NCW projects funded in state’s capital budget —

NCW projects funded in state’s capital budget

By K.C. Mehaffey
Wenatchee World

WENATCHEE — A clean-up of the old Cashmere Mill site. The purchase of 4,000 acres in the Stemilt Basin. Completion of the Beebe Springs Natural Area.

These are just a few of the many projects funded in the state's capital budget, which passed the Legislature last weekend.

All together, the 12th Legislative District garnered $27.64 million in projects out of a total $3.6 billion to be spent statewide. The capital budget does not include the $33.6 billion operating budget, which lawmakers also passed just before a state government shutdown was set to take place.

Local projects include everything from farmworker housing and money to rebuild a wildlife fence that burned in last summer’s Byrd Fire.

Land acquisitions and trail construction are also in these funds, and range from nearly $3.8 million to build an extension to the Apple Capital Recreation Loop Trail, to $365,000 for the much smaller Susie Stevens Trail that will connect downtown Winthrop with businesses on the south end of town.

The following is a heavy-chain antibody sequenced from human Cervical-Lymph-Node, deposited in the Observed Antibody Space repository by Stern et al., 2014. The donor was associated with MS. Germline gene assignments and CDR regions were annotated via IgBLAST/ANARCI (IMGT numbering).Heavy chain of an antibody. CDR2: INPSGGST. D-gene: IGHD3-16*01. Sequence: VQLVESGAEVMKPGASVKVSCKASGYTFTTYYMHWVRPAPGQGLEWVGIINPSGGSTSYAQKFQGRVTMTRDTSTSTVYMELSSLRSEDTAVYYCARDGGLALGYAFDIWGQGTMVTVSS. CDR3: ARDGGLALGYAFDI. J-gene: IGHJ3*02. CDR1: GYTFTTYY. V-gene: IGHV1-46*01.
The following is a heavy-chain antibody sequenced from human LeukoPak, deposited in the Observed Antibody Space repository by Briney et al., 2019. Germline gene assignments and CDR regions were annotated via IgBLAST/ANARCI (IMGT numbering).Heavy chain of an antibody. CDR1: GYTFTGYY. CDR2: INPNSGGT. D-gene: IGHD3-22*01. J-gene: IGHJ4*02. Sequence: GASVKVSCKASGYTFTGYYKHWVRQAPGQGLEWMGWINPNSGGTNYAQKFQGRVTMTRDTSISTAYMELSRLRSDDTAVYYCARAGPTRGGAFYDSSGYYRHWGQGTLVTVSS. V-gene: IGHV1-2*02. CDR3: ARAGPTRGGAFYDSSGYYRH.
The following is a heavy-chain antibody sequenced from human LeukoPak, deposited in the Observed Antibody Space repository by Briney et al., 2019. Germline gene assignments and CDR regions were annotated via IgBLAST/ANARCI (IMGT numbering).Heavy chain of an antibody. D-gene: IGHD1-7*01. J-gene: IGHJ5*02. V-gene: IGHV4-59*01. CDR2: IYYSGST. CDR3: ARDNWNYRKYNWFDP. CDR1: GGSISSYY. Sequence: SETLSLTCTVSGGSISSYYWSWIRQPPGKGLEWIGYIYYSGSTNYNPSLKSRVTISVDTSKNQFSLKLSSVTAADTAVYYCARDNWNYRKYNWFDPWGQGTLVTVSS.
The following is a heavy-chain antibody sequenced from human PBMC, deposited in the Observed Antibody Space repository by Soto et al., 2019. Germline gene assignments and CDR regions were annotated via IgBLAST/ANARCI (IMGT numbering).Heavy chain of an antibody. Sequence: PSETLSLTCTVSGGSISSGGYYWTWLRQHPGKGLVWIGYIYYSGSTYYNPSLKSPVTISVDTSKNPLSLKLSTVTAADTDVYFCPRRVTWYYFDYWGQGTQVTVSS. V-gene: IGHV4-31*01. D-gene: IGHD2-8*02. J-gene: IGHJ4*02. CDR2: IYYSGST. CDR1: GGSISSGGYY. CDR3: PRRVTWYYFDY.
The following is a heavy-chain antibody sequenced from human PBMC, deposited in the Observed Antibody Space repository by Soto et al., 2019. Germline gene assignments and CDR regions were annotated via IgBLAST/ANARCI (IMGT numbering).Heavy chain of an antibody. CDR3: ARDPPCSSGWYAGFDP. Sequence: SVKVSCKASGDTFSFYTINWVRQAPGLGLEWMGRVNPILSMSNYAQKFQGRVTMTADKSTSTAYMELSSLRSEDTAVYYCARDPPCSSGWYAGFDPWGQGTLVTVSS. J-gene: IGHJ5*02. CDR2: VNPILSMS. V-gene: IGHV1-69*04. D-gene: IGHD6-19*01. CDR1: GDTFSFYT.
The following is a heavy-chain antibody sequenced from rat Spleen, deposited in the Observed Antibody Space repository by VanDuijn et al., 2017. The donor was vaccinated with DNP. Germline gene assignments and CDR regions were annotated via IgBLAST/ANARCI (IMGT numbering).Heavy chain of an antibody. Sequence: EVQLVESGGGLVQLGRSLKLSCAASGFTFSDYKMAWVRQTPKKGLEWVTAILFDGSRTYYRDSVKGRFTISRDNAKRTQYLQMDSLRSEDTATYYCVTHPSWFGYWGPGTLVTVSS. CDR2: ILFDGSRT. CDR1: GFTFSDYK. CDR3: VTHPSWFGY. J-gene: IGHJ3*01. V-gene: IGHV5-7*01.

Sen. Linda Evans Parlette, R-Wenatchee, said she heard from a lot of people favoring the more than $1 million appropriation for the Icicle Creek Center for the Arts, which made it through the budget. Officials with that nonprofit organization were not available to talk about plans for the funds.

Parlette said she was also happy to get funds in the budget to rebuild a part of a wildlife fence that burned in the Byrd Fire last year, and money to complete the Beebe Springs Recreation Area.

Ten Washington Wildlife and Recreation Program projects were also funded, including $1.25 million to buy some 4,000 acres in the Stemilt Basin.

Chelan County’s natural resource director Mike Kaputa said the Stemilt Partnership has worked for years to protect this and other state property in the basin for its water resources and wildlife. This grant will help secure six or seven parcels of land owned by Longview Fiber, which may now belong to Weyerhauser, he said. “We still have some work to do. We still have to secure an option from Longview,” he said. “And we have to come up with a local match.”

Another WWRP funded project includes $286,000 for the city of Wenatchee to reimburse the Trust for Public Lands for acquisition of the Lower Castle Rock access, said Wenatchee’s parks director Dave Erickson.

 

Read the rest of the story at the Wenatchee World.

Read the complete story at Wenatchee World
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